[BRUSSELS] Eurozone finance ministers will discuss on Monday how to keep Greece financed during the time it will need to agree a third bailout, but none of the options under consideration appear easy, officials said.
"The big issue for today is going to be bridge financing and I foresee those negotiations being very difficult because I don't see many countries having a mandate to give money without any conditions," said Finnish Finance Minister Alexander Stubb.
Greece hopes to start talks on a bailout of up to 86 billion euros at the end of the week after its parliament passes a raft of laws by Wednesday to show it is ready to reform.
But the bailout talks are likely to be tough and probably take many weeks, if not months.
Yet already by next Monday Greece will need 3.5 billion euros to redeem maturing bonds held by the European Central Bank. It also has to settle its overdue obligations to the International Monetary Fund from Monday and the end of June.
Overall, in July, Athens needs 7 billion euros according to estimates by the institutions representing its creditors. It will need a further 5 billion euros to cover maturing debt payments by mid-August.
One option is to release to Greece what are known as SMP profits that the ECB and national central banks of the eurozone made on purchases of Greek bonds during the sovereign debt crisis. This amounts to 1.9 billion for 2014 and 1.4 billion for 2015, so alone it is not enough to cover the financing needs.
A second option is to use money still left in the European Financial Stability Mechanism (EFSM) - a bailout fund created in 2010, that was used to help Ireland and Portugal.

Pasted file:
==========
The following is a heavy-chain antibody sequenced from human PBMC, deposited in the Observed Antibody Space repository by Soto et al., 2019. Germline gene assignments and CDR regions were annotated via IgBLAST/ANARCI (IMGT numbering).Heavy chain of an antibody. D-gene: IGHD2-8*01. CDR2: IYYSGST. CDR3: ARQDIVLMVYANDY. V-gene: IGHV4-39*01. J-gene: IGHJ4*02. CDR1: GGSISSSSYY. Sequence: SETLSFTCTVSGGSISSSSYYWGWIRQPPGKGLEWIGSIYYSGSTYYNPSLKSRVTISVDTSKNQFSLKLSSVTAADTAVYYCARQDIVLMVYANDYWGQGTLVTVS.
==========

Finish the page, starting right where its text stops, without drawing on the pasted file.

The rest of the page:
There is 13.2 billion euros left in the EFSM, but because bonds issued by the European Commission to raise that amount would be backed by the European Union budget, the money can be used only with the consent of all 28 EU countries, not just the 19 from the eurozone.
Britain already refused in 2011 to use the EFSM to bail out Greece for the second time and is likely to do so again.
London could be outvoted on the issue, because the use of the EFSM can be decided by a qualified majority of EU states. That is 15 countries representing 65 per cent of the EU's population. But EU institutions will be wary of angering British voters ahead of a referendum on Britain's EU membership by 2017.
Another option under consideration is bilateral loans to Greece from other eurozone countries, similar to the first Greek bailout organised in 2010 when none of the common bailout funds yet existed.
Such bilateral loans could later be somehow offset or deducted from the full bailout financed by the European Stability Mechanism - the eurozone's joint bailout fund.
France, which had supported Greece the most in the latest round of talks, appeared the most natural candidate to extend such bilateral loans to Athens, but French officials were quick to deny that such an idea was being considered.
No other country seemed immediately willing or able to make such bridging loans.
Finally, the ECB could raise the ceiling on the amount of Greek T-bills it accepts as collateral in its refinancing operations with Greek banks.
That would allow the banks to buy more short-term debt from the Greek government and in this way provide Athens with quick cash.